Two years ago, I first wrote on these pages about T Levels, a new technical qualification which will help young people progress directly into work.
T Levels are two year technical education courses for students aged 16 to 19, with each T Level the equivalent of three A Levels. The course will include a high-quality industry placement of at least 315 hours (approximately 9 weeks) of ‘on the job’ experience.
This opportunity will allow students to use the skills learned in the classroom and put them into practice.
Not only will this help to distinguish T Levels from other qualifications, the new programme will give young people the skills they need to progress; whether they go into employment, a higher or degree apprenticeship or further study, a T Level will be an important part of their journey.
T Levels differ from apprenticeships, which are usually four fifths ‘on the job’ and one fifth in the classroom and are more suited to those who know which career they want to pursue, as well as earning and learning at the same time.
Crawley College will be one of the pioneering institutions who will be providing T Levels in 2020-21. I want to thank the staff and management at Crawley College who have, in spite of the global pandemic, worked to ensure that new technical qualifications in Childcare & Education and Digital Production, Design & Development are open to students in our area at the earliest opportunity.
T Level courses will comprise of compulsory elements including a technical qualification (including core theory, concepts and skills for an industry area, and specialist skills and knowledge for an occupation or career), an industry placement with an employer, and a minimum standard in maths and English if students have not already achieved them.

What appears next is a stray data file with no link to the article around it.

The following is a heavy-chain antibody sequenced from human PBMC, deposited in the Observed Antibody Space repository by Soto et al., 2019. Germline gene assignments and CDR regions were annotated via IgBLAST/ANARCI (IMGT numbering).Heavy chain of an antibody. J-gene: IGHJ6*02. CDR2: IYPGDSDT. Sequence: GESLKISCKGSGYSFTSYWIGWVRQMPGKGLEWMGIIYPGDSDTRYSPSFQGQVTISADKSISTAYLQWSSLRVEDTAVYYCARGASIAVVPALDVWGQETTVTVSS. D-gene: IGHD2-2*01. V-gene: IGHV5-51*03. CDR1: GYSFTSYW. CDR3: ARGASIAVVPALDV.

Nationally, a total of three different T Levels will be made available from this autumn. Further courses will be phased in over the next three years, with an extra seven T Levels to be delivered from 2021, an additional six in 2022 and another eight in 2023.
The development of T Levels sees employers and providers working collaboratively to establish each course, supported by the Department for Education and the Institute for Apprenticeships & Technical Education.
The programme is being backed by the Department for Education with additional funding of £500 million a year for when T Levels are fully rolled out, to help providers meet the costs of additional teaching hours and organising industry placements.
Providers will be able to apply for funding for equipment and facilities, as well as access to training to help prepare staff.
Going forward, T Levels will become one of the main choices for students after taking GCSEs, alongside A Levels and apprenticeships.
Henry Smith MP